The rifles were prepared using Scale 75 walnut. Need to read about highlighting and shadowing wood.


The Panzerfaust and MP40 pouches were primed using VMC Tan Yellow, which was highlighted by thin layers of VGC Khaki. After that a thin layer of Armypainter Strong Tone wash followed. Okay so far. Maybe some highlighting again in the future.




The helmet cover strap was painted using black base color from Andrea Color Black color set.




Let's have a look at the back side.


The spade and the mess kit were painted using the same mixture as the base of the green blotches of the Splittertarn (green and brown). Highlights were done applying some Splinter Camo Base to the mix. In the end, some pure Splinter Camo Base was applied to simulate rubbed off color.


The handle of the spade was made using VGC Khaki as base and then putting a thin layer of Scale 75 walnut over it. Next step will be highlights.


The bread bag was made the same way as the Panzerfaust and the SMG pouches.


The canteen was done in two steps: Step one was Scale 75 Iroko as base and a filter of Scale 75 walnut over it to create the lower part. The next step was the same mixture as with the mess kit and the spade for the upper part.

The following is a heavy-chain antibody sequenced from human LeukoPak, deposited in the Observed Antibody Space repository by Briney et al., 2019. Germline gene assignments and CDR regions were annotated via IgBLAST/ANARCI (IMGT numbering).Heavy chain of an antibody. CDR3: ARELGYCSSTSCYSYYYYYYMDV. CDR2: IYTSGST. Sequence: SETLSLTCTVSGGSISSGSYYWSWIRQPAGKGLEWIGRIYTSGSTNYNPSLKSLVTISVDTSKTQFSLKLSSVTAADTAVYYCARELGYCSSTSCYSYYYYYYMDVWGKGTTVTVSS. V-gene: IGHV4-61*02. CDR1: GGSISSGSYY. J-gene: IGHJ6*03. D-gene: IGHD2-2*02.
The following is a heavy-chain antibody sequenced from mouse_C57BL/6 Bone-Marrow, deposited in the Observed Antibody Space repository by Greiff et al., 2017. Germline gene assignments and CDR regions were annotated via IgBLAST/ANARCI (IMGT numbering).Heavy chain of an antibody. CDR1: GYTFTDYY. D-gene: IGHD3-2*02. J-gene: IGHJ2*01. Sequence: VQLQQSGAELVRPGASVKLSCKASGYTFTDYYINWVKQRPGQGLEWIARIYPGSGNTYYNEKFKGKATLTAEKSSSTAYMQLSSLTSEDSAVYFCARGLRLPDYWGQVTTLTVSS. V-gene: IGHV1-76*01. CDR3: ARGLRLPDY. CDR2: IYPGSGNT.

The gas mask container was painted using VMC London Grey, which was lightened by using Splinter Camo Base to simulate highlights. Next step was creating the shadows using a wash of pure black toning the whole thing down again a bit, then highlighting it up again. Works well so far.




For the Zeltbahn on the back I used the same colors I applied to the Splittertarn beforehand.




Next updates on finishing the equipment, then the weapons. After that the shoes and small parts and then the bases, and we are done with the first 5 man ... 40 more to go. Yay ...

Edited by SisterMaryNapalm
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Looking good.

As for grass on those bases, have you considered tufts?

Those come with a little adhesive and can be applied easily and look good.

They also stend on to stick better than loose grass.

I do apply a little extra PVA for that extra bonding..



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30 minutes ago, SisterMaryNapalm said:

I've got it all. ^_^


And I'll take the tufts because the moment I try to glue snow  on the base I'll rip down the grass again. I had that problem with my Russian girls.



I'm using tufts these days to enhance the jungle temple bases and the ones I make myself for my Lost World.

I find them quite handy.

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57 minutes ago, Glitterwolf said:



I'm using tufts these days to enhance the jungle temple bases and the ones I make myself for my Lost World.

I find them quite handy.


Well - the "natural" way of recreating grass normally is a mixture of tufts and loose grass, as within nature there are also patches of grass looking different from the rest of the green.

But for a 25mm base, that rarely makes any sense, especially when you have got stones and so on glued on the base.

As soon as you glue grass to it, everything else starts to disappear within the green.